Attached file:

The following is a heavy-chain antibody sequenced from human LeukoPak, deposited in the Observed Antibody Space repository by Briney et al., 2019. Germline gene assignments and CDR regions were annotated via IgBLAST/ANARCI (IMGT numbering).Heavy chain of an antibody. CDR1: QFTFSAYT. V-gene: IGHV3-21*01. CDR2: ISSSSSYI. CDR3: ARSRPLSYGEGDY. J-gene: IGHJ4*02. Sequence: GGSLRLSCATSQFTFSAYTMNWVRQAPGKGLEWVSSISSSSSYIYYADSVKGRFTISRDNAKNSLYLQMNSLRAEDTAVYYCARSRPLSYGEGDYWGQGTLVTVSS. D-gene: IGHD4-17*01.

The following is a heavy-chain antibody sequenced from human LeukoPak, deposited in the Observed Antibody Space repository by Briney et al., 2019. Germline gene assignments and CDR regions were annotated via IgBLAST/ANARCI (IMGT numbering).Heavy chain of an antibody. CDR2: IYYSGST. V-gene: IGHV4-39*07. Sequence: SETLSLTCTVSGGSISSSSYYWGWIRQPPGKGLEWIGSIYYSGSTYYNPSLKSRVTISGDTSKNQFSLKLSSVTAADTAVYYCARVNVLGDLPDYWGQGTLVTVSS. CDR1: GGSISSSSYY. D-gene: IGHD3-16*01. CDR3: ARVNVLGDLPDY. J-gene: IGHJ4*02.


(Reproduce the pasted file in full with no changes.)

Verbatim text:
The following is a heavy-chain antibody sequenced from human LeukoPak, deposited in the Observed Antibody Space repository by Briney et al., 2019. Germline gene assignments and CDR regions were annotated via IgBLAST/ANARCI (IMGT numbering).Heavy chain of an antibody. CDR1: QFTFSAYT. V-gene: IGHV3-21*01. CDR2: ISSSSSYI. CDR3: ARSRPLSYGEGDY. J-gene: IGHJ4*02. Sequence: GGSLRLSCATSQFTFSAYTMNWVRQAPGKGLEWVSSISSSSSYIYYADSVKGRFTISRDNAKNSLYLQMNSLRAEDTAVYYCARSRPLSYGEGDYWGQGTLVTVSS. D-gene: IGHD4-17*01.

The following is a heavy-chain antibody sequenced from human LeukoPak, deposited in the Observed Antibody Space repository by Briney et al., 2019. Germline gene assignments and CDR regions were annotated via IgBLAST/ANARCI (IMGT numbering).Heavy chain of an antibody. CDR2: IYYSGST. V-gene: IGHV4-39*07. Sequence: SETLSLTCTVSGGSISSSSYYWGWIRQPPGKGLEWIGSIYYSGSTYYNPSLKSRVTISGDTSKNQFSLKLSSVTAADTAVYYCARVNVLGDLPDYWGQGTLVTVSS. CDR1: GGSISSSSYY. D-gene: IGHD3-16*01. CDR3: ARVNVLGDLPDY. J-gene: IGHJ4*02.